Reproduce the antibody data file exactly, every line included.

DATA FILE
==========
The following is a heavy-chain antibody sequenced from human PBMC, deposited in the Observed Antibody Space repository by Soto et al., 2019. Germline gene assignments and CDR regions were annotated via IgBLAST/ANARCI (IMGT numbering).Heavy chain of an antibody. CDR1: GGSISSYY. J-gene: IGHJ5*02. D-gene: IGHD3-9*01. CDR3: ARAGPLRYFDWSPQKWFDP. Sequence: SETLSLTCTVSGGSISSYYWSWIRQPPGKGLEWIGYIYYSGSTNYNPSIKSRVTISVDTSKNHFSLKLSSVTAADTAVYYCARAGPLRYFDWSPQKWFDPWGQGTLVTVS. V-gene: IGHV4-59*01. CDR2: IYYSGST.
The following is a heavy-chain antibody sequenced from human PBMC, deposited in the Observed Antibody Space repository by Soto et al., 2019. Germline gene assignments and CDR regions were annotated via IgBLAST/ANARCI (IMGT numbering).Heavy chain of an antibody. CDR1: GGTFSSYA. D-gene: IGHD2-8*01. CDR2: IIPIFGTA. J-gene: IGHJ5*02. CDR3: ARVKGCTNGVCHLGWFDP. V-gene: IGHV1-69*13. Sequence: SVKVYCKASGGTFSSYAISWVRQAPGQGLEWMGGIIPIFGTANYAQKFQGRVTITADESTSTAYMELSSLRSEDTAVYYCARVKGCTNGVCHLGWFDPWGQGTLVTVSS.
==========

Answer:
The following is a heavy-chain antibody sequenced from human PBMC, deposited in the Observed Antibody Space repository by Soto et al., 2019. Germline gene assignments and CDR regions were annotated via IgBLAST/ANARCI (IMGT numbering).Heavy chain of an antibody. CDR1: GGSISSYY. J-gene: IGHJ5*02. D-gene: IGHD3-9*01. CDR3: ARAGPLRYFDWSPQKWFDP. Sequence: SETLSLTCTVSGGSISSYYWSWIRQPPGKGLEWIGYIYYSGSTNYNPSIKSRVTISVDTSKNHFSLKLSSVTAADTAVYYCARAGPLRYFDWSPQKWFDPWGQGTLVTVS. V-gene: IGHV4-59*01. CDR2: IYYSGST.
The following is a heavy-chain antibody sequenced from human PBMC, deposited in the Observed Antibody Space repository by Soto et al., 2019. Germline gene assignments and CDR regions were annotated via IgBLAST/ANARCI (IMGT numbering).Heavy chain of an antibody. CDR1: GGTFSSYA. D-gene: IGHD2-8*01. CDR2: IIPIFGTA. J-gene: IGHJ5*02. CDR3: ARVKGCTNGVCHLGWFDP. V-gene: IGHV1-69*13. Sequence: SVKVYCKASGGTFSSYAISWVRQAPGQGLEWMGGIIPIFGTANYAQKFQGRVTITADESTSTAYMELSSLRSEDTAVYYCARVKGCTNGVCHLGWFDPWGQGTLVTVSS.